Chapter 10. JavaMail Best Practices

I l @ ve RuBoard

William Crawford

JavaMail is the Java 2 Enterprise Edition (J2EE) API that deals with Internet messaging services. While it is normally associated with Internet email, it was designed as a protocol-independent approach to electronic messaging, allowing support for a wide variety of point-to-point message transport mechanisms. JavaMail service providers divide the messaging world into stores , which hold incoming messages, and transports , which launch messages toward a destination. Message objects are used to represent individual emails, and a Session object is used to tie message stores, transports, and messages together. The general capability set of Internet email provides the least common denominator functionality.

The standard JavaMail implementation from Sun provides for POP3 and IMAP message stores, and for SMTP message transport. All three of these protocols support Internet email. An experimental NNTP client is also available from Sun, and various third parties provide support for other messaging systems. [1] The API is currently at Version 1.2; 1.3 should be finalized and released by the time you read this.

[1] As of this writing, I have been unable to find any Microsoft Exchange providers for JavaMail. Users who need to access email from an Exchange server via Java need to install the Exchange IMAP bridge.

I assume you have some general familiarity with the basic concepts of the JavaMail API. If you've never programmed with JavaMail, this chapter can be seen as the sequel to Chapter 12 of Java Enterprise in a Nutshell, Second Edition by myself , Jim Farley, and David Flanagan (O'Reilly).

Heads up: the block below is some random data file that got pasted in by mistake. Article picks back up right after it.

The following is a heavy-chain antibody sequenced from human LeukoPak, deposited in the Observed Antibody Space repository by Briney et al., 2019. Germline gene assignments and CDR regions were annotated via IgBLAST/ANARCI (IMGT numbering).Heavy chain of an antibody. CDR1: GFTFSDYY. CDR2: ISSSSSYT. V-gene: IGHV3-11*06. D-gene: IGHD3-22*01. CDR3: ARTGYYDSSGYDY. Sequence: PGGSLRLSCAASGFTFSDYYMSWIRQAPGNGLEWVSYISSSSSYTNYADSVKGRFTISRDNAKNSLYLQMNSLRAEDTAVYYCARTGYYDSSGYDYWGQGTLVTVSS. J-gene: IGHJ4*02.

In this chapter I'll cover strategies for using JavaMail to effectively interact with end users, both to publish information and respond to commands. My real focus is on how email in general, and JavaMail in particular, can be usefully and effectively integrated with J2EE applications.

You'll also see how to use JavaMail to enable connections between different information systems and web services. To get there, we'll start by looking at some different ways of sending messages and managing message content, including how to use the most effective form of email for the task at hand. We'll then look at how software can effectively retrieve and manage incoming email and address strategies for integrating JavaMail into an enterprise messaging framework. We'll talk about integrating email with web services via the Java API for XML messaging, and finish up by addressing three common JavaMail performance and flexibility bottlenecks.

I l @ ve RuBoard

The OReilly Java Authors - JavaT Enterprise Best Practices
The OReilly Java Authors - JavaT Enterprise Best Practices
Year: 2002
Pages: 96 © 2008-2017.
If you may any questions please contact us: